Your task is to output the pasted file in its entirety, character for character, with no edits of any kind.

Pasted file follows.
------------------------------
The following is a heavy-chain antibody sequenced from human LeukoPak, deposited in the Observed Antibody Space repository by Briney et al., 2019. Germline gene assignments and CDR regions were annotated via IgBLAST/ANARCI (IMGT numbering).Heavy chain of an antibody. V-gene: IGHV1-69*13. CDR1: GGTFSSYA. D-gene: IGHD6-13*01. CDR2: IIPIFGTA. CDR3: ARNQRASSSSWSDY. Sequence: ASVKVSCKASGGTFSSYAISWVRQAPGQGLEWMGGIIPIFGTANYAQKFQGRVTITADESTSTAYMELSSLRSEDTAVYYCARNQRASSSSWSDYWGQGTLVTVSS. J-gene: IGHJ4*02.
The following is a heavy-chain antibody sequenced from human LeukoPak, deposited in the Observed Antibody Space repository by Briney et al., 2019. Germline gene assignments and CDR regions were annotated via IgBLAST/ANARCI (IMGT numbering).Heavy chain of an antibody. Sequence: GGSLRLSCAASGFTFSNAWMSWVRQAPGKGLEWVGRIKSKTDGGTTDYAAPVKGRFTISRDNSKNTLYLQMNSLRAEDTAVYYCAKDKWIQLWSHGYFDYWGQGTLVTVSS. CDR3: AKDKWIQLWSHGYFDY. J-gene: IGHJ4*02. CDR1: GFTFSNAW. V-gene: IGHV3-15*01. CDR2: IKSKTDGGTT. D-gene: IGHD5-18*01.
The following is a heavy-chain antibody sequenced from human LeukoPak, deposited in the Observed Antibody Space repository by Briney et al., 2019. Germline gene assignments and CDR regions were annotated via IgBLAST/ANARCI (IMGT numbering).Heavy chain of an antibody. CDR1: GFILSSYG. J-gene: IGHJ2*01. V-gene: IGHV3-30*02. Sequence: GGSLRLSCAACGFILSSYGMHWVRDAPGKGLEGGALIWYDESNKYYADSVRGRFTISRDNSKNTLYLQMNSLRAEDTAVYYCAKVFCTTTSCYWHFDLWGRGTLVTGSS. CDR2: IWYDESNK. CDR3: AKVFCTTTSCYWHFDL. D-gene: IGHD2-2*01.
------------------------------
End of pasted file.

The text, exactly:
The following is a heavy-chain antibody sequenced from human LeukoPak, deposited in the Observed Antibody Space repository by Briney et al., 2019. Germline gene assignments and CDR regions were annotated via IgBLAST/ANARCI (IMGT numbering).Heavy chain of an antibody. V-gene: IGHV1-69*13. CDR1: GGTFSSYA. D-gene: IGHD6-13*01. CDR2: IIPIFGTA. CDR3: ARNQRASSSSWSDY. Sequence: ASVKVSCKASGGTFSSYAISWVRQAPGQGLEWMGGIIPIFGTANYAQKFQGRVTITADESTSTAYMELSSLRSEDTAVYYCARNQRASSSSWSDYWGQGTLVTVSS. J-gene: IGHJ4*02.
The following is a heavy-chain antibody sequenced from human LeukoPak, deposited in the Observed Antibody Space repository by Briney et al., 2019. Germline gene assignments and CDR regions were annotated via IgBLAST/ANARCI (IMGT numbering).Heavy chain of an antibody. Sequence: GGSLRLSCAASGFTFSNAWMSWVRQAPGKGLEWVGRIKSKTDGGTTDYAAPVKGRFTISRDNSKNTLYLQMNSLRAEDTAVYYCAKDKWIQLWSHGYFDYWGQGTLVTVSS. CDR3: AKDKWIQLWSHGYFDY. J-gene: IGHJ4*02. CDR1: GFTFSNAW. V-gene: IGHV3-15*01. CDR2: IKSKTDGGTT. D-gene: IGHD5-18*01.
The following is a heavy-chain antibody sequenced from human LeukoPak, deposited in the Observed Antibody Space repository by Briney et al., 2019. Germline gene assignments and CDR regions were annotated via IgBLAST/ANARCI (IMGT numbering).Heavy chain of an antibody. CDR1: GFILSSYG. J-gene: IGHJ2*01. V-gene: IGHV3-30*02. Sequence: GGSLRLSCAACGFILSSYGMHWVRDAPGKGLEGGALIWYDESNKYYADSVRGRFTISRDNSKNTLYLQMNSLRAEDTAVYYCAKVFCTTTSCYWHFDLWGRGTLVTGSS. CDR2: IWYDESNK. CDR3: AKVFCTTTSCYWHFDL. D-gene: IGHD2-2*01.